How do you respond when someone hurts you? How do you respond when someone close to you betrays you and violates your trust? If someone hates you and acts in a way that is unfair toward you, do you respond in hate and with unfair tactics? Or do you respond in a way that is different, a way that reflects truth and love?

How we respond to difficult situations reveals who we truly are. When the pressures of life come upon us and we feel like we’re being squeezed, the real me and the real you will be exposed. What happens to us when we’re attacked, when we’re hurt, when we’re treated unfairly?

Today, as we continue to study the Gospel of Luke, we’re going to see Jesus’ arrest. We’ll see that he is betrayed. His arrest isn’t conducted publicly and in the light, but in secret, in the dark. His disciples try to respond one way to this arrest, by striking back. But Jesus responds with love.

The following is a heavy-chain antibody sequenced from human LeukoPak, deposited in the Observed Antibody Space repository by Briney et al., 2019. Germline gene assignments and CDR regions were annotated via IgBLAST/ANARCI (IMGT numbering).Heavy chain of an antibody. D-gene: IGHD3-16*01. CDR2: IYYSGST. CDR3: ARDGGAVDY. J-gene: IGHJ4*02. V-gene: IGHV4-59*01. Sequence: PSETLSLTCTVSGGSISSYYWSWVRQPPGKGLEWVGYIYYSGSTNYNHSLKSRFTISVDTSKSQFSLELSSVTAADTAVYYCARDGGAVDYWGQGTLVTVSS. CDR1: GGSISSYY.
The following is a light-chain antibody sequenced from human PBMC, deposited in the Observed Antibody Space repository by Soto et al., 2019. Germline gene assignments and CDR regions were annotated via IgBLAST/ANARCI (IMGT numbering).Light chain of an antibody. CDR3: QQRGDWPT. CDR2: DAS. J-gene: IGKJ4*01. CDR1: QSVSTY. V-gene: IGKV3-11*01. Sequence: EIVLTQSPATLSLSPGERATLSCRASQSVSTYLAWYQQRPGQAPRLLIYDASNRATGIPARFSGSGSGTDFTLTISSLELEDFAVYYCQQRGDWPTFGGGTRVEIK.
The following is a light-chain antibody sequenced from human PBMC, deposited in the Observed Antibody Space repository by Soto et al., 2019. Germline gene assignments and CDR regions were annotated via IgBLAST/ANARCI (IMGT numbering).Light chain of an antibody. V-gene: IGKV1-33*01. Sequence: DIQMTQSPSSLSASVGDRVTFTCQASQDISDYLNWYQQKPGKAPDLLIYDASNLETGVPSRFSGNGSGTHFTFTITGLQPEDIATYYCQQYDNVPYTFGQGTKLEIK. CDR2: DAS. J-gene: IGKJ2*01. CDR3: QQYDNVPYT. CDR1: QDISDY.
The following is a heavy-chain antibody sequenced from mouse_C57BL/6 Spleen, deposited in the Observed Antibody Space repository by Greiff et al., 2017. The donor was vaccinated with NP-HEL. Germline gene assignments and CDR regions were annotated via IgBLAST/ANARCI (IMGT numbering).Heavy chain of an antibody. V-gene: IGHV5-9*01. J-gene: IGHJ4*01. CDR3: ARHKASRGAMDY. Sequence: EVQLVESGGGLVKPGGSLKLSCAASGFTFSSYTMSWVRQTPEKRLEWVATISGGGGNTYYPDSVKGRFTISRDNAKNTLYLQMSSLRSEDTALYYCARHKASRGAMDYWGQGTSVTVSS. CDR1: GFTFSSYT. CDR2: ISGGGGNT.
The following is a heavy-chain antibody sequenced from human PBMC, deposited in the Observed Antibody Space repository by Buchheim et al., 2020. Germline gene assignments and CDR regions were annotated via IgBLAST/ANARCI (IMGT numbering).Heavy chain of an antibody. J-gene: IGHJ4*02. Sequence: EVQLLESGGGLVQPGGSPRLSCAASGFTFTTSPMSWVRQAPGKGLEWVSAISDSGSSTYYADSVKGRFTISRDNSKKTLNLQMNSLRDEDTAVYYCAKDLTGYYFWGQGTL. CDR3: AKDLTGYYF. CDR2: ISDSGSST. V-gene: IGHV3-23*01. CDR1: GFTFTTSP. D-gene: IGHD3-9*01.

We’re going to read Luke 22:47–53 this morning. Before we do, here’s a quick reminder of where we are in this story. It’s the night before Jesus will die. He has spent the last few hours with his disciples. He has taken a Passover meal with them, taking the elements of the meal, the bread and the wine, to demonstrate what his death will accomplish. He has warned them that one of the twelve disciples will betray him. He has also warned them against seeking greatness, teaching them instead to be humble and to serve, for that is the way to true greatness in God’s kingdom. He has told Peter that he will deny knowing Jesus. He has told them that the Scripture about him will be fulfilled, that he will be “numbered with the transgressors.” And, as we saw last week, he prayed in the Garden of Gethsemane, east of Jerusalem, that if there were any way possible, that he would be spared the suffering of the wrath of God that he would experience on the cross. Yet he yielded to the Father’s will.